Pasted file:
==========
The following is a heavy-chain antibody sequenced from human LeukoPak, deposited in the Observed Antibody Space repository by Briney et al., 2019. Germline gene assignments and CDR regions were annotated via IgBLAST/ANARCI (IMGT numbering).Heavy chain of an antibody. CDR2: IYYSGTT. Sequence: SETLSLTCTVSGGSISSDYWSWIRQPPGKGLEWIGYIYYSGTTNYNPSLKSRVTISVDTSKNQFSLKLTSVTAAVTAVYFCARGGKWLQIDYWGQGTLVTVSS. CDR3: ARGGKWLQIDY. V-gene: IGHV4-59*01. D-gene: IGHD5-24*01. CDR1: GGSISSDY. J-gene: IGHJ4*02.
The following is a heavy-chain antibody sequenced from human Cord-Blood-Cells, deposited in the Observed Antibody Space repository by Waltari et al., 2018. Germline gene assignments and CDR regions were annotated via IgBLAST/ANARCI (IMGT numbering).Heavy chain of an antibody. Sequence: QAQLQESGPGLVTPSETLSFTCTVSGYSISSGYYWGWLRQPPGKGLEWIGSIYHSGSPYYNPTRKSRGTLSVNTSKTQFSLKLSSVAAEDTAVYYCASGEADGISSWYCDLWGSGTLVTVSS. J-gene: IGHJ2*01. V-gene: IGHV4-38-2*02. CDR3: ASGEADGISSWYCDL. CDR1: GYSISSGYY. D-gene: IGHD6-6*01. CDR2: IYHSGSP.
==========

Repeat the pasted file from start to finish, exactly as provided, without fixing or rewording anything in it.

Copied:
The following is a heavy-chain antibody sequenced from human LeukoPak, deposited in the Observed Antibody Space repository by Briney et al., 2019. Germline gene assignments and CDR regions were annotated via IgBLAST/ANARCI (IMGT numbering).Heavy chain of an antibody. CDR2: IYYSGTT. Sequence: SETLSLTCTVSGGSISSDYWSWIRQPPGKGLEWIGYIYYSGTTNYNPSLKSRVTISVDTSKNQFSLKLTSVTAAVTAVYFCARGGKWLQIDYWGQGTLVTVSS. CDR3: ARGGKWLQIDY. V-gene: IGHV4-59*01. D-gene: IGHD5-24*01. CDR1: GGSISSDY. J-gene: IGHJ4*02.
The following is a heavy-chain antibody sequenced from human Cord-Blood-Cells, deposited in the Observed Antibody Space repository by Waltari et al., 2018. Germline gene assignments and CDR regions were annotated via IgBLAST/ANARCI (IMGT numbering).Heavy chain of an antibody. Sequence: QAQLQESGPGLVTPSETLSFTCTVSGYSISSGYYWGWLRQPPGKGLEWIGSIYHSGSPYYNPTRKSRGTLSVNTSKTQFSLKLSSVAAEDTAVYYCASGEADGISSWYCDLWGSGTLVTVSS. J-gene: IGHJ2*01. V-gene: IGHV4-38-2*02. CDR3: ASGEADGISSWYCDL. CDR1: GYSISSGYY. D-gene: IGHD6-6*01. CDR2: IYHSGSP.